5. Under Article 5 of the 2011 EIA Directive, the developer was required to supply information in relation to the environmental impact both of the proposed project and of all the main alternatives studied by the developer (including any such alternative that had been rejected at an early stage), together with the reasons for his choice taking into account of the environmental effects.

Ex-planning committee chair resigns as councillor after hospitality probe

The former chair of Westminster City Council’s planning sub-committee has resigned as a councillor after a probe into his acceptance of hospitality.

An inquiry found Robert Davis registered gifts and hospitality and their acceptance was not unlawful but “it also does not rule out a conclusion that he has placed himself in a position where people might seek to influence him in the performance of his duties”.

The investigation report concluded: “By accepting the large scale of gifts and hospitality Cllr Davis has not promoted and supported high standards of conduct through leadership and by example. …His conduct has attracted media and public attention which has an impact of the council as a whole.”

Mr Davis referred himself to Westminster’s monitoring officer after press articles last spring about his acceptance of 530 cases of gifts and hospitality since 2015.

The report found that in 41 cases where the planning sub-committee overturned officers’ advice and instead approved applications six of the applicants, agents or individuals involved had provided Mr Davis with gifts or hospitality; 5 of these came either before or shortly after the sub-committee granted consent.

A cautionary tale concerning the use of POCA in planning prosecutions

A growing trend in planning enforcement has been the use of the Proceeds of Crime Act 2002 (“POCA”) in order to obtain confiscation orders against those committing offences under the Town & Country Planning Act 1990.

However, the recent Court of Appeal in  R v The Knightland Foundation & Friedman should act as a cautionary warning in the use of POCA to local planning authorities.

The case concerned a property in the London Borough of Islington which the owners had converted to 18 self-contained residential units rather than the 14-bed HMO that they actually had planning permission for. The council served an enforcement notice requiring the unauthorised use to cease alongside physical alterations to the property. The notice was not complied with and the council sought to prosecute the owners accordingly.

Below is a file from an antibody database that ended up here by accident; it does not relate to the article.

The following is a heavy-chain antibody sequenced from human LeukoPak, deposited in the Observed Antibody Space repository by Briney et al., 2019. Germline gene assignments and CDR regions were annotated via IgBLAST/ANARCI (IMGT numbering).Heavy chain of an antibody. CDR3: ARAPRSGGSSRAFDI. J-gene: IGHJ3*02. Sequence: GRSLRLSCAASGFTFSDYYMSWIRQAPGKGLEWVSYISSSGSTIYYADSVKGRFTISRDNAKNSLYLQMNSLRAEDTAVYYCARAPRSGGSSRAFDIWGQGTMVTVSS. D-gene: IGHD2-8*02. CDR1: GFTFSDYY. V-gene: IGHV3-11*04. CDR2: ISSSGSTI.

So far so straight-forward. However, the owners had submitted a planning application to use the property as a hotel in order to regularise the position and officers of the council’s planning team indicated that they were likely to recommend approval of the same. This support even continued after the criminal proceedings had been issued.

Things took a turn for the worse when the council’s planning team suddenly changed its position following intervention of the council’s enforcement team. The enforcement team was was concerned about the potential impact of granting permission on the prosecution and any associated POCA order. Planning permission was refused and the Council continued the criminal proceedings.

At trial the prosecution was stayed as an abuse of process on the basis that the Judge considered that the prosecution had been tainted by the improper way that the application and prosecution had been handled, where in his view the focus had been on maximising the returns to the council under a POCA order. 

The council appealed this decision to the Court of Appeal but was refused leave for the appeal. In giving the leading judgment, Lady Justice Hallet held that the judge was entitled to find that the council did not exercise its discretion to prosecute appropriately and that to allow the prosecution to proceed amounted to an abuse of process.  In particular, in deciding to prosecute, the council had failed to take account of the possibility that the position at the property could be regularised by the grant of the application and, conversely, had improperly taken account of the possibility of obtaining a POCA order to the council’s financial advantage. This had also improperly influenced the determination of the planning application.

It may seem strange that the owners were effectively “let off” when there seems to have been no doubt that they were in breach of the enforcement notice and therefore guilty of the offences for which they were being prosecuted. However, it is fundamental that prosecuting authorities behave fairly and in the public interest; even more so where they are in the relatively unusual position of also having the power to regularise the offence using direct action.

The case serves as an important reminder that a POCA order is only a tool, not an end in itself, and certainly not something that should override or unduly influence other planning decisions.